Steering is electrically assisted, and there’s little to no feedback, but the setup makes child’s play of pushing the huge X5 around corners. The thick M-Sport wheel is a joy to flick back and forth, and the turning radius is also quite small. The electric assist adjusts weight in various settings, with “Comfort” being the lightest. Again, we preferred “Sport” thanks to the added weight and tightness on longer highway hauls. The X5’s steering also has perfect on-center feel and sharp turn-in. Of course, all X5s sold in Canada have xDrive all-wheel-drive as standard equipment.
Fuel economy is not a strong suit of the gasoline-powered X5 models. If this is high on your priority list, consider the diesel or hybrid variants. The xDrive35i powertrain is rated at 13L/100km in the city, 9.8L/100km highway, and a combined rating of 11.5L/100km. It exclusively consumes 91-octane premium fuel, though the large 85L fuel tank means theoretically, refuel stops will be infrequent. Equipped with winter tires and through frigid winter weather, we averaged 13.9L/100km over the course of our two-week test.
Our X5 had a relatively basic but well-appointed interior. The added packages include Comfort Seats, which have added adjustability, better bolstering, and Dakota Leather. Dashboard and door panel trim includes brushed aluminum inserts, which look elegant (especially with the athletic stance this truck packs) and resist dust nicely. All major controls/switchgear are all well laid-out, and the ceramic controls look very upscale – this is a must have option for high-end BMW models.
Although BMW offers a third row as optional equipment, it digs into cargo space considerably and isn’t exactly usable for anyone other than small children. The Q7 and Acura MDX (reviewed here), though the Mercedes does not. This two-row X5 had plenty of space for both front and rear passengers, including head and legroom. I found it quite easy to sit behind my 6’1/175 self with adequate space. There is a large panoramic sunroof, which digs into headroom ever so slightly, but it adds necessary brightness to the cabin which more than makes up for this. The tailgate is power-operated and opens to reveal generous storage capacity, easily on par for the segment.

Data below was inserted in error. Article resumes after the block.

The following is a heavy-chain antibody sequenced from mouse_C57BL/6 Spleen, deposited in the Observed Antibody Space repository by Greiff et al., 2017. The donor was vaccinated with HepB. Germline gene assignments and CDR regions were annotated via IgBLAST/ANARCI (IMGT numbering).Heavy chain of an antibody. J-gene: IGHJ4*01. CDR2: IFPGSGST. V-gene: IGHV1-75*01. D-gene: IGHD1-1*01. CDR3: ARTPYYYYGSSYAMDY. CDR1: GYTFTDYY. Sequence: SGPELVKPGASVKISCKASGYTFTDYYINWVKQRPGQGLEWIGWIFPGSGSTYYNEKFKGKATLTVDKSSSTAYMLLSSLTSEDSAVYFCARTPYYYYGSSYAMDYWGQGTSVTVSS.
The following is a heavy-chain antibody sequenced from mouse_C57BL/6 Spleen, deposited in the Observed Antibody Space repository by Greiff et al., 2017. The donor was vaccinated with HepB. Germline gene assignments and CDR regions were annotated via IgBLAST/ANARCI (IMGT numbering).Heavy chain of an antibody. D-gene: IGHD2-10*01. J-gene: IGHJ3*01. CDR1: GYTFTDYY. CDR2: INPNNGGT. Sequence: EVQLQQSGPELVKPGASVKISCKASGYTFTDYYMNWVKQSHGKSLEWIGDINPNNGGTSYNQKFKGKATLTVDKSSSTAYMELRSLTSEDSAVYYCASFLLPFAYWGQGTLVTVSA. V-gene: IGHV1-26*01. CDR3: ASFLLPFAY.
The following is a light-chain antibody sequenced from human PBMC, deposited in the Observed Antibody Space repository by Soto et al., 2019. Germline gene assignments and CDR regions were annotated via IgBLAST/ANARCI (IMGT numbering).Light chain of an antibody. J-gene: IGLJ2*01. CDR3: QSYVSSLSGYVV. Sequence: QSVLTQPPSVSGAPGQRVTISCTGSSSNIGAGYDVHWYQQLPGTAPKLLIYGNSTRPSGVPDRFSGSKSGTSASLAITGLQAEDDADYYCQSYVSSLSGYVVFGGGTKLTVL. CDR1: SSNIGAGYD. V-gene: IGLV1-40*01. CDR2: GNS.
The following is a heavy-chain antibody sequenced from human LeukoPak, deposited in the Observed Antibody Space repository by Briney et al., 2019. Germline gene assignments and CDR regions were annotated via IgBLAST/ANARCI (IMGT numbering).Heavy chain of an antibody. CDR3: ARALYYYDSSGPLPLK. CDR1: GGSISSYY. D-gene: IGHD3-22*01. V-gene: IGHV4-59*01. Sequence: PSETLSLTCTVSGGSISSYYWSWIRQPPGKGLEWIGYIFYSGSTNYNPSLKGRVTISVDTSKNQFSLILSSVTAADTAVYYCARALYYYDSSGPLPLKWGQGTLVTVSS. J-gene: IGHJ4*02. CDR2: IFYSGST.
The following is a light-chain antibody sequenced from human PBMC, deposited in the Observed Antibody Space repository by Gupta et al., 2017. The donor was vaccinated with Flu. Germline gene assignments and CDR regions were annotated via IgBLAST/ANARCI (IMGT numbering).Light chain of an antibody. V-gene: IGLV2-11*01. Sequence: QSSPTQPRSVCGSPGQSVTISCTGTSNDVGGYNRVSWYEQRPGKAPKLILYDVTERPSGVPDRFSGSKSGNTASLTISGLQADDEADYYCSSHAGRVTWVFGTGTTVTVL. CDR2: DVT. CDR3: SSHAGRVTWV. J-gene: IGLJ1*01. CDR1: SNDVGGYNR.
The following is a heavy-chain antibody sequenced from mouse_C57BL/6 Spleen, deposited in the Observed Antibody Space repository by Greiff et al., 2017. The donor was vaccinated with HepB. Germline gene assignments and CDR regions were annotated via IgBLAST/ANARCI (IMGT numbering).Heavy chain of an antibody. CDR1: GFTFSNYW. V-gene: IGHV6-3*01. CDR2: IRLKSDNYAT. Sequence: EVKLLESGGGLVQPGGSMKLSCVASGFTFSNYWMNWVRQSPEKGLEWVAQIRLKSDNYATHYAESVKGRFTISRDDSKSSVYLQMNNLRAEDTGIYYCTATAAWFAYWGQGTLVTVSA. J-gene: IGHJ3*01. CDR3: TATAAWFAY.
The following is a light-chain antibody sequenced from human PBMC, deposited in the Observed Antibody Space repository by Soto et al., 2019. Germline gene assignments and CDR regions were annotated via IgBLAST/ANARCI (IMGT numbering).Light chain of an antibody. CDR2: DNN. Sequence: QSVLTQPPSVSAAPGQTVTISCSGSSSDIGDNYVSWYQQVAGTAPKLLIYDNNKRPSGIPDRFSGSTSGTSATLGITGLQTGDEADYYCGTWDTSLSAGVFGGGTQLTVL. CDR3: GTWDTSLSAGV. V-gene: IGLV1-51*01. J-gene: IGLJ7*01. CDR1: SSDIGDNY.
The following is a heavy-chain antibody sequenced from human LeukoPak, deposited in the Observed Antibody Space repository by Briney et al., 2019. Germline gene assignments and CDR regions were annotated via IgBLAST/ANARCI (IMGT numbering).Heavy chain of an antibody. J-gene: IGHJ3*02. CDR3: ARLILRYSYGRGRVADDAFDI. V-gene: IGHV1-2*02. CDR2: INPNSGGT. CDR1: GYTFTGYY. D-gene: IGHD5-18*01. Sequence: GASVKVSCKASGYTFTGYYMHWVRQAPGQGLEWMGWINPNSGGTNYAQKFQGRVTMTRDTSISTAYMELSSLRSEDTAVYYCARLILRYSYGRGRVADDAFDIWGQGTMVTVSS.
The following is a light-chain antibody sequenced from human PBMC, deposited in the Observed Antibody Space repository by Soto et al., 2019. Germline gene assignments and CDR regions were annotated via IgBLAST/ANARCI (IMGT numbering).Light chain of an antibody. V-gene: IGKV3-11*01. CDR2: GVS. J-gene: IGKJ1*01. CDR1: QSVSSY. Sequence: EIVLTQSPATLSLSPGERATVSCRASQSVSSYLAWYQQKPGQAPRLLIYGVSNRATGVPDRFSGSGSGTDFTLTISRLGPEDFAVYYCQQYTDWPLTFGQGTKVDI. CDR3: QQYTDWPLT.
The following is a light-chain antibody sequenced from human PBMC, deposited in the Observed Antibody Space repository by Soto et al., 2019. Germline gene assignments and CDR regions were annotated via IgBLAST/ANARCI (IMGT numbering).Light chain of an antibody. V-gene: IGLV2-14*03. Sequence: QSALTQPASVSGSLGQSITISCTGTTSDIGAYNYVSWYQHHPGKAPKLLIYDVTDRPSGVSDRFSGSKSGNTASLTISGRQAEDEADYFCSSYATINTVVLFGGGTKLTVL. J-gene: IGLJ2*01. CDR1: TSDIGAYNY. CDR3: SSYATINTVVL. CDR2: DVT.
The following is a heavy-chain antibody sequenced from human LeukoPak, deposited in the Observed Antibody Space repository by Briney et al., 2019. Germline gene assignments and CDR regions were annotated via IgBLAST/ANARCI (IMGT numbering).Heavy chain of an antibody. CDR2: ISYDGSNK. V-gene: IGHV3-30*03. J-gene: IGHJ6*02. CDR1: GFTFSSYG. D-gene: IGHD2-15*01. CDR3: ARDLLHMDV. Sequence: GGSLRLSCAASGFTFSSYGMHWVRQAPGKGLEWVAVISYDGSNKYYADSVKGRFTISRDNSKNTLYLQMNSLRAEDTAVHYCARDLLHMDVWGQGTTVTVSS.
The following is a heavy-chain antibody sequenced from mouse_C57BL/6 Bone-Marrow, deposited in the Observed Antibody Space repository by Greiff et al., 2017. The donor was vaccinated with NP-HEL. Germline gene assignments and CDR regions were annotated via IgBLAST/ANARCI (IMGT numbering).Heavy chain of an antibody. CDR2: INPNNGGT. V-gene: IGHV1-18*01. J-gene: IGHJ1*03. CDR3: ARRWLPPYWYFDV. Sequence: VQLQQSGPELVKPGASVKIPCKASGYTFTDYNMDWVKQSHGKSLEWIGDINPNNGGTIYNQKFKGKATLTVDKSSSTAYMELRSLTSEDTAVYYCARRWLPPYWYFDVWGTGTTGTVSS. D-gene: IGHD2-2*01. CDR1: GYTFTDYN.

With a base sticker of $67,000, the X5 xDrive35i is priced aggressively when compared with its rivals. Along with the M-Performance and M-Sport packages, our car also sported the $6,900 Premium Package Enhanced. This adds a plethora of features, including soft close doors, Comfort Access, surround view camera, Park Assist, Harman/Kardon audio, heated rear seats and four-zone climate control, side window blinds, and blind spot detection. The LED Lighting Package, for $2,500, adds LED headlights and front fog lights. The $750 Smartphone Connectivity Package adds Apple CarPlay and a WiFi Hotspot. Lastly, the M polished 21” wheels add $6,660, bringing the sticker on our car to a pricey $93,710.
The argument can be brought up that $93,000 is way higher than even the V8 xDrive50i, which starts at just $81,200. However, the Audi Q7 Technik with all of the bells and whistles can be configured to a similar number, and isn’t nearly as sporty. The Mercedes-AMG GLE 43 is in similar territory as well, but that is geared towards performance like this M-Performance, without getting into full-fledged turbo V8 AMG territory. Performance-oriented SUVs and crossovers have a definite market in North America, but they’re not for everyone – they fit a certain demographic and they suit that specific lifestyle perfectly.
If it fits your lifestyle, requirements, and routine, the 2017 BMW X5 M-Performance xDrive35i is a very easy truck to live with. It combines all of the luxuries and creature comforts associated with a luxury sport-utility-vehicle with the athletic driving dynamics that the Bavarians are known for. There are now some rivals that offer similar athleticism, but the competitive Mercedes rides on a pretty dated platform at this point in time. The X5 packs the latest technologies and, in my eyes, has the best looks as well. Those fortunate enough to afford the price tag will find a great road companion in this sleek German.
2017 BMW X5 xDrive35i M-Performance Gallery